I certainly wasn’t prepared for the humidity that greeted me as I stepped off the plane, but I didn’t let it throw me. I noticed a little machine where I can scan my passport and get some sort of ticket, so I did that. Then I saw that I could take that ticket and go to another machine that would scan my face and let me through. I thought that was too good to be true, but I tried it.

During the scanning process, these two biddies next to me where fussing about something and I probably looked away for a split second. Of course, my machine told me to seek assistance. Fuck. Here it comes.

I went up to the desk and said good morning, yeah, I looked away for a second and the machine told me to come over here. He said, yeah they’re super touchy. He looked at my passport and back at me and I moaned about my hideous photo. He goes, oh, you’re showing teeth. I was like, yeah, I mean, I’m going to be happy to be traveling, so why wouldn’t I smile (haha). He said, yeah, we have to keep a neutral face. I asked, you can’t even scowl? He said, no; and it’s not a bad photo anyway. I said, well, thanks. Then I think he said, have a good trip or day or something, handed me back my passport and I walked through.

Um.

Hold on. This.. something.. is different.. 

Sir, don’t you need to know how long I’ll be here or who I’m staying with or if I have my plane tickets home or how much money I make/have/plan to spend or if I’m married or if I live alone or if I’m employed or why I’m here or what I’ll do while I’m here or what my social security number is or what my five year plan is or who is my high school crush or what’s my mother’s maiden name or for a copy of my birth certificate or the first ten digits of Pi or-

Wait, he did ask me what my flight number was. 12. Okay.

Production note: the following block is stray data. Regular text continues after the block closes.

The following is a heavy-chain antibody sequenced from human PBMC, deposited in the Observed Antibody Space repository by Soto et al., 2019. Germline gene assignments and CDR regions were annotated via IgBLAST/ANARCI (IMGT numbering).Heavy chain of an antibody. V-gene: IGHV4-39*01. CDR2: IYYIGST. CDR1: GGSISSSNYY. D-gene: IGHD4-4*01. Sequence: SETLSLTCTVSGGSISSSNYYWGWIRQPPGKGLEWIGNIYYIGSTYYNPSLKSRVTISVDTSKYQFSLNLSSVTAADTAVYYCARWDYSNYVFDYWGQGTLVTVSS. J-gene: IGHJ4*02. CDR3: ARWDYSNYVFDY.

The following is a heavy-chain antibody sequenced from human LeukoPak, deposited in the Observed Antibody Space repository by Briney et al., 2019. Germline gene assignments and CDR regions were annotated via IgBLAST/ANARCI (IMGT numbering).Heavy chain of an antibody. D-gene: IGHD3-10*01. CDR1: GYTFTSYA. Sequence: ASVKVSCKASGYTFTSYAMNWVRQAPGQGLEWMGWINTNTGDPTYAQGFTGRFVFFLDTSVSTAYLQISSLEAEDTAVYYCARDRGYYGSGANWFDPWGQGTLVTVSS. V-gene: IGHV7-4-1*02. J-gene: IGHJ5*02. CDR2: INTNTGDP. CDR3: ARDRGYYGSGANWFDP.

I walked down toward baggage claim and actually almost cried. That was it. It wasn’t painful. It wasn’t even difficult. It wasn’t even nerve-wracking. I didn’t even sweat. I didn’t even wait in line for more than two minutes. The guy was even sexy. The guy was even nice. It even felt like he wanted me here. It even felt like he liked his job a bit. I even felt unlike a criminal. I even felt like a normal person. What the fuck.

I can’t even write anything else about the experience, because, well, there’s nothing else to write. That was it. I’m literally sitting here, looking around the room to see if I can remember anything else, but.. there’s nothing. 

I might as well have been entering America. 

It was everything I needed. 

Then I had a mini bitchfit on twitter about how it should be done, ahem, UKBA. Jesus Christ Almighty. 

Don’t even get me started on that bullshit again. Fuck.

Boy, it’s hard not to.

But, yeah, I think the entire process of disembarking the plane, crossing the border, and getting my bags took… twenty minutes? Maybe a half hour?

In summation, to the UKBA, I say:
 photo tumblr_mvziwoDTpn1rz1wnio4_250_zps4cbef59b.gif

And to the Aussie BA, I say:
 photo tumblr_n22mvgSAQ21ral3q0o3_500_zps5e91bbda.gif